NEWTON E. LEEK
Newton Edward Leek occupies the important and responsible position of superior court reporter in Stanislaus County, his home being at Modesto. He is one of California’s native sons, his birth having occurred in Calaveras County on April 18, 1868. His grandfather and grandmother on the paternal side immigrated from Germany to the new world in their early youth, and William Leek, the father of our subject, was a native of West Virginia, born at Wheeling on the 28th of February, 1835. With his father and the family he removed to Missouri, where he was reared to manhood and was happily married to Miss Sarah Roundtree, August 15, 1860. In 1863 he was drafted for service in the Civil War, but on account of physical disability was rejected. It was a time of great excitement in Missouri and he received a permit to leave the state. Relatives of both him and his wife decided to come to the golden west and make their future home, and accordingly left the state on the 20th of March, 1864, and crossed the plains to California. They were harassed by the Indians, but succeeded in making a safe journey. Mr. and Mrs. Leek were of the party. They remained for a short time in Utah on the way, arriving there in August, and also in Colorado, and the father of our subject prospected in these states, but without success. They arrived in California in 1867 and for some time Mr. Leek engaged in mining in Calaveras County at Quail Hill, after which he removed to Contra Costa County, locating near Antioch. He engaged in raising vegetables for a time, and afterward took up his abode in Merced County, securing a squatter’s right to a quarter-section of land, on which he made his home until 1878, farming with indifferent success. In the fall of that year the San Joaquin and Kings River canal was completed, carrying water to the thirsty plains of the “west side,” and Mr. Leek disposed of his holdings near the foothills and purchased a quarter-section of land “under” the canal, improved it and has since made it his home, residing thereon continuously until the last year, when he removed to Gilroy, California, where he now resides.
He has been a life-long Democrat and is an active and valued member of the Ancient Order of United Workmen. He is now in the sixty-sixth year of his age and is one of the respected pioneer residents of Merced County. His good wife, who shared with him the dangers of crossing the plains and of establishing a home on the frontier, departed this life in 1873. They had two sons and two daughters, namely: Frances J., now the wife of William Bradley, of Merced County; and Mrs. S. P. Walters, of Washington, who had a daughter and two sons, and died in 1884, at the age of twenty-six years; Jasper O., who is married and resides in Santa Cruz County; and Newton E., of this review.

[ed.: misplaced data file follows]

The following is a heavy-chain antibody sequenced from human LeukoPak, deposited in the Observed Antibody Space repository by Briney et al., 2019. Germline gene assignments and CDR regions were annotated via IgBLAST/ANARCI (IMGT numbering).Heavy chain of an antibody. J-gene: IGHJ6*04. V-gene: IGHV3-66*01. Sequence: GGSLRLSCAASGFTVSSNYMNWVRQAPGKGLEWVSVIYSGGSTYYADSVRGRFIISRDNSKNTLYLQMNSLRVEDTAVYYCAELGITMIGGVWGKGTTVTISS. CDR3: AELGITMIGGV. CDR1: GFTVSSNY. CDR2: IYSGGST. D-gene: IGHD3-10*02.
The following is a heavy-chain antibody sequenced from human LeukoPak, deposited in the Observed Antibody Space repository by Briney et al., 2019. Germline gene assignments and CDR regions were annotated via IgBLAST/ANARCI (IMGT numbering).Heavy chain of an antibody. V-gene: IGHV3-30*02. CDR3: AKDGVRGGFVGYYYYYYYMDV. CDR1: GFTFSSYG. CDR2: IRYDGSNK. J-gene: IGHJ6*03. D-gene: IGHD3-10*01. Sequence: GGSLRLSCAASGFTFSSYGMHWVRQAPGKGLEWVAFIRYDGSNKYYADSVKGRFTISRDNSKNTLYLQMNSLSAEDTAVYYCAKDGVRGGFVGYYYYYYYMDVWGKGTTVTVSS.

Mr. Leek, whose name introduces this record, was only five years of age when his mother died and thus he was deprived of her tender care and counsel. He was educated in the public schools of Merced and Contra Costa counties and also completed a commercial college course, acquiring knowledge of shorthand in connection with the other branches taught in the school. His boyhood was spent on his father’s farm, to which he devoted his attention until he decide4d to take up shorthand as a profession. The choice made, he pursued it diligently, and was appointed in January, 1890, by Judge Minor to the position of superior court reporter, and for the past ten years he has ably and satisfactorily filled that position. He is an expert stenographer, and this, added to his broad general knowledge, well qualifies him for the position which he fills. He has always been an active supporter of the Democratic Party and in the present year, 1900, he filled the office of chairman of the Democratic county central committee of Stanislaus County. He is actively engaged in advancing the interests of his party, doing everything in his power to promote its growth and insure its success.
Mr. Leek was married in 1897 to Miss Effie A. Bledsoe, a daughter of Willis Bledsoe, one of the prominent early settlers of California. Two children have come to bless their union, Elbert Everett and Geraldine. Mr. Leek is a valued member of the Independent Order of Odd Fellows, of the Artisans and of the Masonic fraternity, and is now secretary of the blue lodge. He and his wife are very highly respected people in Modesto and have a host of warm friends there. Well may they be numbered among the representative citizens of the state in which they were born and of whose history and progress they have every reason to feel a just pride.
Transcribed by Gerald Iaquinta.
© 2011 Gerald Iaquinta.
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